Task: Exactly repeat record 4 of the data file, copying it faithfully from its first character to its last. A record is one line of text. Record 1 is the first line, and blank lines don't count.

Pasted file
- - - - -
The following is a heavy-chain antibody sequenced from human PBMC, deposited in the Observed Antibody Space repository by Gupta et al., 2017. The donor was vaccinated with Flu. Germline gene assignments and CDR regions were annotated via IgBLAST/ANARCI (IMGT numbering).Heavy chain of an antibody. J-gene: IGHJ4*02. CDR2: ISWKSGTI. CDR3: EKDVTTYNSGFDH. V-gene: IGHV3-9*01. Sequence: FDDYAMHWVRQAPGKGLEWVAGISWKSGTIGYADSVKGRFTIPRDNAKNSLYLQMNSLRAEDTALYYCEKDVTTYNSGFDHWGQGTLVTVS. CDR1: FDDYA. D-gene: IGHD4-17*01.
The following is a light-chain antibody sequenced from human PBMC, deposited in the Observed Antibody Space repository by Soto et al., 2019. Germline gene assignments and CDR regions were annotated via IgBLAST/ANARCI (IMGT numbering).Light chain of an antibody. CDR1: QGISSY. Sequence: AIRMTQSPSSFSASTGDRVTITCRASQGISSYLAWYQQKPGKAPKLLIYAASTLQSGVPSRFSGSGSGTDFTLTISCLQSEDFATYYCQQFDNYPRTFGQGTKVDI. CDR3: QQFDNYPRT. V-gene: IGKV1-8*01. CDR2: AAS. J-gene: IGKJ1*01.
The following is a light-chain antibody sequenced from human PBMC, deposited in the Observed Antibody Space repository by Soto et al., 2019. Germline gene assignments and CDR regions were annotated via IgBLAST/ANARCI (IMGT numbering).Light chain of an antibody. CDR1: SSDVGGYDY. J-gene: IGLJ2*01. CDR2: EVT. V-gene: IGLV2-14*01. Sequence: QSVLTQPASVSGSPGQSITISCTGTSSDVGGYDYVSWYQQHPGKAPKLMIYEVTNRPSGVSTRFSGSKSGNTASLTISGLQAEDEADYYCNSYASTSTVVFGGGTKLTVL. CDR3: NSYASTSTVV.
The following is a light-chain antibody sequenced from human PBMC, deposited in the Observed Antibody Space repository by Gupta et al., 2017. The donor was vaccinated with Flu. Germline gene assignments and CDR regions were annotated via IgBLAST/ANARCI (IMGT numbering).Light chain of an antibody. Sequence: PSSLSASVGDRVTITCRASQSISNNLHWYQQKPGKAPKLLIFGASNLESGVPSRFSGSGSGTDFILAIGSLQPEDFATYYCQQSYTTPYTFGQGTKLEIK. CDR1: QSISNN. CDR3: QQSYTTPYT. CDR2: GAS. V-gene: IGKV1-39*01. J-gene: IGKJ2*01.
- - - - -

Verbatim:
The following is a light-chain antibody sequenced from human PBMC, deposited in the Observed Antibody Space repository by Gupta et al., 2017. The donor was vaccinated with Flu. Germline gene assignments and CDR regions were annotated via IgBLAST/ANARCI (IMGT numbering).Light chain of an antibody. Sequence: PSSLSASVGDRVTITCRASQSISNNLHWYQQKPGKAPKLLIFGASNLESGVPSRFSGSGSGTDFILAIGSLQPEDFATYYCQQSYTTPYTFGQGTKLEIK. CDR1: QSISNN. CDR3: QQSYTTPYT. CDR2: GAS. V-gene: IGKV1-39*01. J-gene: IGKJ2*01.